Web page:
Bankruptcy happens under a wide variety of circumstances. Different types of bankruptcy filings are designed to address some of these varied circumstances. Chapter 13 bankruptcy is generally designed for those individuals who may have higher amounts of disposable income, but still, face overwhelming debt. Chapter 13 will usually allow the person filing to receive some relief from creditors who may be aggressively trying to collect while allowing the person filing to prevent repossession of assets or foreclosure on a home. Most of the debt obligation will still have to be repaid, but a structured Chapter 13 payment plan can help the debtor manage repayment.
What is a Chapter 13 Bankruptcy Repayment Plan?
With Chapter 13 bankruptcy, the debtor proposes a repayment plan to make installment payments to creditors over a 3 to 5-year time period. During those 3 to 5 years, creditors are legally prevented from initiating or continuing any collection efforts. The proposed repayment plan must be submitted for approval by the bankruptcy court. The plan must outline the payment schedule of what is usually biweekly or monthly fixed payments to the trustee who then disburses payment to the creditors.
What Happens If I Fall Behind On My Chapter 13 Payment Plan?
Sometimes, a debtor may fall behind on payments due under the Chapter 13 repayment plan. A few missed payments may be forgiven, but a series of missed payments will usually carry consequences. If too many payments are missed, the trustee may request that the bankruptcy court dismiss the case because the repayment plan has become unmanageable for the debtor. If the Chapter 13 bankruptcy case ends up being dismissed, creditors will once again be allowed to institute collection efforts. This means that creditors can do things like seek foreclosure or repossession of assets. Additionally, the debtor will continue being responsible for the debt they owe the creditors in addition to interest accruing on the debts.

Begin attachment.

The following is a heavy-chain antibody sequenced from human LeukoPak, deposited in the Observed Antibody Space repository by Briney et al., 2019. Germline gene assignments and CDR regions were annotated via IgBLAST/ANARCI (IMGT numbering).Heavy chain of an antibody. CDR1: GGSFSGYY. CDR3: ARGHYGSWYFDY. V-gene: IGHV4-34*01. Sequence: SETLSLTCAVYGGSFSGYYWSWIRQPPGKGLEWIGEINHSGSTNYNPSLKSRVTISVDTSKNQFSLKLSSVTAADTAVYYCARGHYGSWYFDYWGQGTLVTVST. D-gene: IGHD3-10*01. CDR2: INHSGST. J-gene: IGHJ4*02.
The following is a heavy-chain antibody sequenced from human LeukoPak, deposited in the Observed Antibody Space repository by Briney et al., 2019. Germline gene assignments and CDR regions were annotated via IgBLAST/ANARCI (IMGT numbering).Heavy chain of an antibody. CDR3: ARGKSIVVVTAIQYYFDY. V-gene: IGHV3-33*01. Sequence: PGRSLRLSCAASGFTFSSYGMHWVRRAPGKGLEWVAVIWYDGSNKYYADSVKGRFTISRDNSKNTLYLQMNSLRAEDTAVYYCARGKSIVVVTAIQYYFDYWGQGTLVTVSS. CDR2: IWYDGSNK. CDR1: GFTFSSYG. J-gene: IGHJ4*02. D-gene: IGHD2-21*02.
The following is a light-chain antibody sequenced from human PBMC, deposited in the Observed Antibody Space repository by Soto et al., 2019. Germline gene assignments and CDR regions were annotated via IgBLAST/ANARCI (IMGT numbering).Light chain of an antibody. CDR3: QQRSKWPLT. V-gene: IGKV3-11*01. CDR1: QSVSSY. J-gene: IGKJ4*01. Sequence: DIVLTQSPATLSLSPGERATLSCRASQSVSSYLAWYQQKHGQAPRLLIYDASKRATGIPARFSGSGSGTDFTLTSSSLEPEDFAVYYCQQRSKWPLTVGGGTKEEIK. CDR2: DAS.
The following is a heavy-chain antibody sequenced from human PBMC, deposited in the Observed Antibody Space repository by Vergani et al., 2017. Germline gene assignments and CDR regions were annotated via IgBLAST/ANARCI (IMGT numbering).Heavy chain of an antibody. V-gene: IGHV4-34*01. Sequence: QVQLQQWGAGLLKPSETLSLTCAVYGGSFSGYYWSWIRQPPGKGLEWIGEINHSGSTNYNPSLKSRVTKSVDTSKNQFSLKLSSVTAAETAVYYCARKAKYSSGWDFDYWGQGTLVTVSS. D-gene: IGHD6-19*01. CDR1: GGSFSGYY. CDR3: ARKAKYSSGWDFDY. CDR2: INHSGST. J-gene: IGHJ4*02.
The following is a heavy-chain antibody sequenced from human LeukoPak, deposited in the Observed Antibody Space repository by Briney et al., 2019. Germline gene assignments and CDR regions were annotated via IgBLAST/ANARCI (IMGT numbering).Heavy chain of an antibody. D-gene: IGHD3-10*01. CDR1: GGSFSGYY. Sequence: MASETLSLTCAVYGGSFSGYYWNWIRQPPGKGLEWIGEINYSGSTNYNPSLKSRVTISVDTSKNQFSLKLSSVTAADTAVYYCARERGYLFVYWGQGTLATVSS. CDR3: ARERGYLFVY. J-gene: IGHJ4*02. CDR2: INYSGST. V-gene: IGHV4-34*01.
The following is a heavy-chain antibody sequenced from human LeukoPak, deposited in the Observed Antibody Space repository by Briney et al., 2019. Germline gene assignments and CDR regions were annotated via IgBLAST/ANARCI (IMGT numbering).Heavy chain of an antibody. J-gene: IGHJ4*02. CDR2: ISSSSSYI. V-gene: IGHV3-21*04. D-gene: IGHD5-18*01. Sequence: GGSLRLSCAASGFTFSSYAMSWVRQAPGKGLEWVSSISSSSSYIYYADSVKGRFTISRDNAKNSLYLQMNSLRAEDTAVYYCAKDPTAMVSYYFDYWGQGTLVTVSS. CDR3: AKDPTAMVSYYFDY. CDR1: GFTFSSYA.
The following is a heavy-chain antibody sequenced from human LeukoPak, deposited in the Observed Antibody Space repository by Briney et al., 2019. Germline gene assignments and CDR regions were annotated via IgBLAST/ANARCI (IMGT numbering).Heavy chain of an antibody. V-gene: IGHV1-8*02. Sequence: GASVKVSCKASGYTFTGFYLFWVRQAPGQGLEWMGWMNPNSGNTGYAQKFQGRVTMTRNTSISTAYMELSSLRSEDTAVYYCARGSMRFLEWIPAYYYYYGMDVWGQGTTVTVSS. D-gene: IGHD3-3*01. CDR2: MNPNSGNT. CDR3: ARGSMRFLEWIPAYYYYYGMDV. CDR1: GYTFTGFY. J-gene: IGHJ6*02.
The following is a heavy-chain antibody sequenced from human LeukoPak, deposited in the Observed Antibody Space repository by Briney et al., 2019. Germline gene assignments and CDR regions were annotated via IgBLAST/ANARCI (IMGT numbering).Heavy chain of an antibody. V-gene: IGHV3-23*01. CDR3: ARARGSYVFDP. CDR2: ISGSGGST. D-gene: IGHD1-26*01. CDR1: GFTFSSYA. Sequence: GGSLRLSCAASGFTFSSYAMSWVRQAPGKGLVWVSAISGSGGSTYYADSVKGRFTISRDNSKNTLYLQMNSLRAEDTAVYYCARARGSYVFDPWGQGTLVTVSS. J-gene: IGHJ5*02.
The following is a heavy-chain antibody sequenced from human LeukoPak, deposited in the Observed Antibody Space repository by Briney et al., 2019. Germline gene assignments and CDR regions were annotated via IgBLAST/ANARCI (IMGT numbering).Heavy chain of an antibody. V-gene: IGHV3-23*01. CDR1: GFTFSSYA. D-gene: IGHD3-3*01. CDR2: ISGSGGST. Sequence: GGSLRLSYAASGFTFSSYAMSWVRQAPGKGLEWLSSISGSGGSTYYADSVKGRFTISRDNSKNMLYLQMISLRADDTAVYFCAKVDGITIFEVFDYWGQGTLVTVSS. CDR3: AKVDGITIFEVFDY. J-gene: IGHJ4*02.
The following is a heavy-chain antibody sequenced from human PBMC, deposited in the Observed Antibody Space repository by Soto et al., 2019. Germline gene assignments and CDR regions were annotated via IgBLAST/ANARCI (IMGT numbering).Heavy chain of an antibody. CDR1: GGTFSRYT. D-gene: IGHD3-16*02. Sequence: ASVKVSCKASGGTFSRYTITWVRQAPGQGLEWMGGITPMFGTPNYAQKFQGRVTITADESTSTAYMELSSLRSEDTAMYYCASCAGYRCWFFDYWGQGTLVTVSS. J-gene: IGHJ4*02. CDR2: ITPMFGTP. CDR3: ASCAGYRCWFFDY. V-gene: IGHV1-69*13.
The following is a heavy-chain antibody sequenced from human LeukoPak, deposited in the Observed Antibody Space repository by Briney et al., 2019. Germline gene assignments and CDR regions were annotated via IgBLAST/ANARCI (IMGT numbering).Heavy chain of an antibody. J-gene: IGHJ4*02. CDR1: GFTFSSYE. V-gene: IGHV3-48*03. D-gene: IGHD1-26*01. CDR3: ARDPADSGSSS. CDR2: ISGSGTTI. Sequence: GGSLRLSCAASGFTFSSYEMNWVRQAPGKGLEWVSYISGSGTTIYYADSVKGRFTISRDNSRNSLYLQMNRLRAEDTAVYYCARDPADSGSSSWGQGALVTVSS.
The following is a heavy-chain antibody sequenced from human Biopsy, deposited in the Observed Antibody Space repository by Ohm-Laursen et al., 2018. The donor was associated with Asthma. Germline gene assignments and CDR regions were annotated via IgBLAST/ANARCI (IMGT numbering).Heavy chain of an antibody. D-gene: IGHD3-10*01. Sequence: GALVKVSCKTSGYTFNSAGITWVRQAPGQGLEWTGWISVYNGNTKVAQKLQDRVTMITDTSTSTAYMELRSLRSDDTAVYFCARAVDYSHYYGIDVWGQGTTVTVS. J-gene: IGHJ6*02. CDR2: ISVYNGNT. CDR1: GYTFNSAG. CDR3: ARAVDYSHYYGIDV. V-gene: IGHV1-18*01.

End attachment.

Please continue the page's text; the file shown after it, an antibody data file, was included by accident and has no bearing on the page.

In some cases, the court will allow for the Chapter 13 bankruptcy case to be converted to a Chapter 7 bankruptcy. This will usually happen if the court sees that the financial state of the debtor has significantly deteriorated. Be aware, however, that the court may convert your case from a Chapter 13 bankruptcy to a Chapter 7 bankruptcy case, but that does not mean you will necessarily qualify for Chapter 7 debt relief. In order to obtain Chapter 7 debt relief, you will need to pass the means test. The means test is used to determine the debtor’s ability or inability to pay some of the debts owed.
When Difficult Financial Times Hit, Know Your Legal Options
Successful filing and navigation of the bankruptcy process can provide you with a new and improved future as you come out of difficult financial times. That being said, bankruptcy is complicated and full of specific legal requirements that must be met. Secure sound legal counsel and know your options. Contact Miami Valley Bankruptcy today. We proudly serve Beavercreek, Jamestown, and Xenia, Ohio.